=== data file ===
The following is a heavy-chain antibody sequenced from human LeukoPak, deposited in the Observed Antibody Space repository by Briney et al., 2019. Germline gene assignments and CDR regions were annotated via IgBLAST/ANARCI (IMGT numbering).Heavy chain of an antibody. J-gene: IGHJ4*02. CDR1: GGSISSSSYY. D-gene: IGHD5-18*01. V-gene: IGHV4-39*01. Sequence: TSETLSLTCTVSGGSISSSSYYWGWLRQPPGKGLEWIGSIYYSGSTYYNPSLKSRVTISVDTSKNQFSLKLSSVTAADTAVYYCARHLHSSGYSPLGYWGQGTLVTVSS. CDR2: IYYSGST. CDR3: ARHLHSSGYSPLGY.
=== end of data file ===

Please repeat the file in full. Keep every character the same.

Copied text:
The following is a heavy-chain antibody sequenced from human LeukoPak, deposited in the Observed Antibody Space repository by Briney et al., 2019. Germline gene assignments and CDR regions were annotated via IgBLAST/ANARCI (IMGT numbering).Heavy chain of an antibody. J-gene: IGHJ4*02. CDR1: GGSISSSSYY. D-gene: IGHD5-18*01. V-gene: IGHV4-39*01. Sequence: TSETLSLTCTVSGGSISSSSYYWGWLRQPPGKGLEWIGSIYYSGSTYYNPSLKSRVTISVDTSKNQFSLKLSSVTAADTAVYYCARHLHSSGYSPLGYWGQGTLVTVSS. CDR2: IYYSGST. CDR3: ARHLHSSGYSPLGY.